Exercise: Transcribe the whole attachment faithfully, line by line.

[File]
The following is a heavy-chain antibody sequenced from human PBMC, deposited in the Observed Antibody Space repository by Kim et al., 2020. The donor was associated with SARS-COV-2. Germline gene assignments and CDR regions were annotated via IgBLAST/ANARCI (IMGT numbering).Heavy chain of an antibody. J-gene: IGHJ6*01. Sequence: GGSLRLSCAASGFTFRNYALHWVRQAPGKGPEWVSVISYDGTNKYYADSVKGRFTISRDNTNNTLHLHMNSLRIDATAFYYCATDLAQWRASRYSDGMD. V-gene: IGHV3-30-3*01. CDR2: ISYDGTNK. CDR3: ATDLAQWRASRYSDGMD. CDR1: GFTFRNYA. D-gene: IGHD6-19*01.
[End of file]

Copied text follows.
The following is a heavy-chain antibody sequenced from human PBMC, deposited in the Observed Antibody Space repository by Kim et al., 2020. The donor was associated with SARS-COV-2. Germline gene assignments and CDR regions were annotated via IgBLAST/ANARCI (IMGT numbering).Heavy chain of an antibody. J-gene: IGHJ6*01. Sequence: GGSLRLSCAASGFTFRNYALHWVRQAPGKGPEWVSVISYDGTNKYYADSVKGRFTISRDNTNNTLHLHMNSLRIDATAFYYCATDLAQWRASRYSDGMD. V-gene: IGHV3-30-3*01. CDR2: ISYDGTNK. CDR3: ATDLAQWRASRYSDGMD. CDR1: GFTFRNYA. D-gene: IGHD6-19*01.